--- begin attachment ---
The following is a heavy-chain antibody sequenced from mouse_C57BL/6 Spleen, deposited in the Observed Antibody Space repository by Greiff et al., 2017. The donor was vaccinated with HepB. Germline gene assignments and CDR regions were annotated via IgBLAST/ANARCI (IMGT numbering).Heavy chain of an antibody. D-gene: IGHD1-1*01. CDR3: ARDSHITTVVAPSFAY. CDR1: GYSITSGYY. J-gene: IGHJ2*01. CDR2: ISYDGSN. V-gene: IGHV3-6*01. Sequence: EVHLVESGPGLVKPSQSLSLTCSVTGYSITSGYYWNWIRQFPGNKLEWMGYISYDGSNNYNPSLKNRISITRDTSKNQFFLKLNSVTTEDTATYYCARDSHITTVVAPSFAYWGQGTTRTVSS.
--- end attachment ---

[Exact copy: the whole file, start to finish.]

The following is a heavy-chain antibody sequenced from mouse_C57BL/6 Spleen, deposited in the Observed Antibody Space repository by Greiff et al., 2017. The donor was vaccinated with HepB. Germline gene assignments and CDR regions were annotated via IgBLAST/ANARCI (IMGT numbering).Heavy chain of an antibody. D-gene: IGHD1-1*01. CDR3: ARDSHITTVVAPSFAY. CDR1: GYSITSGYY. J-gene: IGHJ2*01. CDR2: ISYDGSN. V-gene: IGHV3-6*01. Sequence: EVHLVESGPGLVKPSQSLSLTCSVTGYSITSGYYWNWIRQFPGNKLEWMGYISYDGSNNYNPSLKNRISITRDTSKNQFFLKLNSVTTEDTATYYCARDSHITTVVAPSFAYWGQGTTRTVSS.